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Peer-Review Checklist for Draft of Argument Essay. Read the essay through, quickly. Then read it again, with the following questions in mind. Please write extensive comments either on your workshop partner's draft where applicable or on this handout. Read the essay through, quickly. Then read it again, with the following questions in mind. Please write extensive comments either on your workshop partner's draft where applicable or on this handout. Argumentative Essay: Revision Checklist REVISION CHECKLIST: Directions: Find, highlight, _____ The essay includes an introduction paragraph that clearly defines the topic and your position on it. _____ At least three pieces of supporting evidence are evident in the essay.
Okay—perhaps "fun" is a bit strong. While there are four main types of essays—expository, persuasive, analytical, and argumentative—the basic structure of any essay is the Checklist for an arugementative essay An introductory paragraph At least three body paragraphs A concluding paragraph A bibliography Generally, the higher your level of education, the more complex your essay structure will be.
While high school students typically stick with the five-paragraph essay, university and graduate students are expected to discuss topics that require more than five paragraphs to flesh out.
Whatever type of essay you're writing, following this basic format will help you accomplish your intended goal.
This ultimate essay checklist will provide you with everything you need to unleash your knowledge and express your creativity while following standard essay-writing conventions. This essay checklist will show you how to write a stellar essay of any style, and it will give you the confidence to explore and write about any topic.
It's much easier to come up with and organize your ideas when you're not pressed for time and are able to conduct proper research. The earlier you start, the easier it will be. Your instructor will likely give you a handful of topics to choose from or a general topic area.
Depending on the instructions you're given, you will have to select and refine the topic. You can choose something you're already interested in or something you know nothing about—either way, you'll be doing your research and learning along the way.
Use various sources of information. With the vast amount of information available today, you're far from limited when it comes to choosing your sources. Use books, websites, journal articles, research studies, interviews—the world is your oyster!
Just remember to keep track of your sources so that you can cite them properly and add them to your bibliography. Also check what kinds of sources your professor wants: Brainstorm ideas, and use mind mapping to come up with an original thesis statement.
Mind maps are diagrams that help you organize your thoughts and visually understand how they are connected. Your goal should be to develop a thesis statement that embodies the focus and direction of your essay—it's what your essay is all about.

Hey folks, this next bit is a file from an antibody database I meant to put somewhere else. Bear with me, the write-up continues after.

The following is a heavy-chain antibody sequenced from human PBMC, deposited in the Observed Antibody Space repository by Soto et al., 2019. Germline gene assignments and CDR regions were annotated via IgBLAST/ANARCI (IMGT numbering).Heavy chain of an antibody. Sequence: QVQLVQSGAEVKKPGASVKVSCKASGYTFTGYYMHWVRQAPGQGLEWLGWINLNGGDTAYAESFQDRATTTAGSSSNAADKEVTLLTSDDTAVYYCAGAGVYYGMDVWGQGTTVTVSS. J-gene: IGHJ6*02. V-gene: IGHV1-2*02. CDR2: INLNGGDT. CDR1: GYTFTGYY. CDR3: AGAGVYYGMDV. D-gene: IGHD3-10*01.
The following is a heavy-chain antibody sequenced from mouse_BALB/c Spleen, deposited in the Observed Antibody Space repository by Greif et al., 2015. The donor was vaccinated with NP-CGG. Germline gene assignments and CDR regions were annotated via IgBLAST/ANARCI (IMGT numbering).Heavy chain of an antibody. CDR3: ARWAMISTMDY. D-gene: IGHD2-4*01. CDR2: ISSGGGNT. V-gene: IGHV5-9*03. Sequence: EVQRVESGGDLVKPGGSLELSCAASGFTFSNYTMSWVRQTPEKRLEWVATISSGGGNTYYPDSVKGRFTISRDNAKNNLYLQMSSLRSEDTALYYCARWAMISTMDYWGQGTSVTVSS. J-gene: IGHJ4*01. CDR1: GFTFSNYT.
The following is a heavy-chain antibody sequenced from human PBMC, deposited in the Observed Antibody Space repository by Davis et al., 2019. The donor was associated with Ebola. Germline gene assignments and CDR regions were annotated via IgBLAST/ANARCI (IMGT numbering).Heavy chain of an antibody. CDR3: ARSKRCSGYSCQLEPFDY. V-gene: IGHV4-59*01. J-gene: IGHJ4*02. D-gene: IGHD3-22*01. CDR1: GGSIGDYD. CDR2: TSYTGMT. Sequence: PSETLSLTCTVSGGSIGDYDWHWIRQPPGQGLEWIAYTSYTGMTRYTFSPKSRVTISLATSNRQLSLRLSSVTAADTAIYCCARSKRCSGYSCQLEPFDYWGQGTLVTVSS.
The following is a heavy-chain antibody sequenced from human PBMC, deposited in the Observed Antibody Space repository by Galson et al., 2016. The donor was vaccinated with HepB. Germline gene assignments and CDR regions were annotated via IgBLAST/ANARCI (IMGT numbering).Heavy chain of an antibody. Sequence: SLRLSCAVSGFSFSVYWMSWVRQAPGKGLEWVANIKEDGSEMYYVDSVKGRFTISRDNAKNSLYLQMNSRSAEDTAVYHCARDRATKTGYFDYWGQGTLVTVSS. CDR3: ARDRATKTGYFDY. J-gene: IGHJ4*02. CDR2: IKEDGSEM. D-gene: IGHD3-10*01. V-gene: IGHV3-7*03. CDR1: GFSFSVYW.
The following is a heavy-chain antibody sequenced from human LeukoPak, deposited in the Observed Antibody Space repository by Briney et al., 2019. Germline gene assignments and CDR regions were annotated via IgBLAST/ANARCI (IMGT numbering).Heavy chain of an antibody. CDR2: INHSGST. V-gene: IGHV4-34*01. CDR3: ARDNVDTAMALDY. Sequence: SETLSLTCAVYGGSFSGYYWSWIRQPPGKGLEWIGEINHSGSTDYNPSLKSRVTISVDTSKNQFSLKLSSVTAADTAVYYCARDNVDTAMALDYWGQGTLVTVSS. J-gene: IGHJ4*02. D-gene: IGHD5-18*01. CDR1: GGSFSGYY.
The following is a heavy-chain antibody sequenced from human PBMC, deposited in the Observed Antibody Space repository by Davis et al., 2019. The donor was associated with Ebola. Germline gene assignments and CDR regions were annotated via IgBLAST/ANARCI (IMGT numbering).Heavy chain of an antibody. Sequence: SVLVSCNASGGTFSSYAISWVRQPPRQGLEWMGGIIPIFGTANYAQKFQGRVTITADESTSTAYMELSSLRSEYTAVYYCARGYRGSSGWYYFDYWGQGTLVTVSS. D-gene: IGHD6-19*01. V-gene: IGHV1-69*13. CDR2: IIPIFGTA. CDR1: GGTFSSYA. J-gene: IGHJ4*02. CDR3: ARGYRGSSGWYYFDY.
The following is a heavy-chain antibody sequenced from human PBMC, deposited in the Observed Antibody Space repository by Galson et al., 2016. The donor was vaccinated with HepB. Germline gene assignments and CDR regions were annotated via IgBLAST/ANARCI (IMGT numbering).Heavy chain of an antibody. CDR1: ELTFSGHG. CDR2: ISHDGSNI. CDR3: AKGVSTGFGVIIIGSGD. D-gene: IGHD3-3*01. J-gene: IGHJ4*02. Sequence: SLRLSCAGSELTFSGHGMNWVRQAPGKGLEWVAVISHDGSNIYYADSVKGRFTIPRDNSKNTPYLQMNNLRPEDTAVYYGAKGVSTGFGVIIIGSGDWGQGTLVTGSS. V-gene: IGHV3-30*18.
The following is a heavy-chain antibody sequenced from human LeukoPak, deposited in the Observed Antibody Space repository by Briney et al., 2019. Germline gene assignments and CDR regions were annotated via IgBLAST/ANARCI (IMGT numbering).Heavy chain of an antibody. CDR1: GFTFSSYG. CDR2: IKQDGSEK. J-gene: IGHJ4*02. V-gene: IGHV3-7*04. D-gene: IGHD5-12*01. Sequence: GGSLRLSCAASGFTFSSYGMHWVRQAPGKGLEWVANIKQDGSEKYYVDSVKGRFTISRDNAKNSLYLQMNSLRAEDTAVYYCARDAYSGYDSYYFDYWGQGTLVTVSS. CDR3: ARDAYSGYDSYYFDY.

Cite your work and give credit where it's due. Do not take credit for others' thoughts or ideas, and make yourself aware of the basic rules for avoiding plagiarism. Make a rough outline of the sections and points of your essay. Writing your ideas down will help you organize your thoughts and see what you need to add, change, or rearrange.
Use evidence from your research to support your ideas. Each body paragraph will contain an original idea, but you will need to back it up with evidence to make it credible. Don't use "I" statements or make sweeping generalizations.
Stay objective, and be specific. Grab your audience's attention. Come up with an attention-grabbing title and introduction that will make your reader want more.
Within each paragraph and throughout your essay, keep your ideas coherent and linear. Use an essay style that complements your content and is in accordance with your professor's guidelines. There are four main types of essays: The writer explains an idea or issue to the reader. The writer tries to convince the reader to take his or her position on an idea, issue, or topic.Argumentative Essay Checklist Remember that the purpose of the argumentative essay is to get your audience to think, feel, or act in a certain way.
V. Beck Argumentative Essay Checklist After writing the first draft. Rest your brain.
Walk away from the essay. Then come back to it hours later. Oct 29, · ARGUMENTATIVE AND DISCURSIVE ESSAY CHECKLIST INTRODUCTION: a) Does the introduction start with a general statement related to the topic and gradually become more specific?
This basic checklist looks at key components needed in argumentative writing. This checklist allows for the students to edit work themselves and then allow for a peer to review and check that they included the components as well.
It is helpful to compare checklists, to see if the student and their/5(10). Argumentative Essay: Revision Checklist REVISION CHECKLIST: Directions: Find, highlight, _____ The essay includes an introduction paragraph that clearly defines the topic and your position on it.
_____ At least three pieces of supporting evidence are evident in the essay. REVISION CHECKLIST FOR ANALYTIC/ARGUMENT ESSAYS 1. Is my topic debatable? 2. Does my essay include an effective argumentative thesis?
Writing checklist: identifying an effective thesis.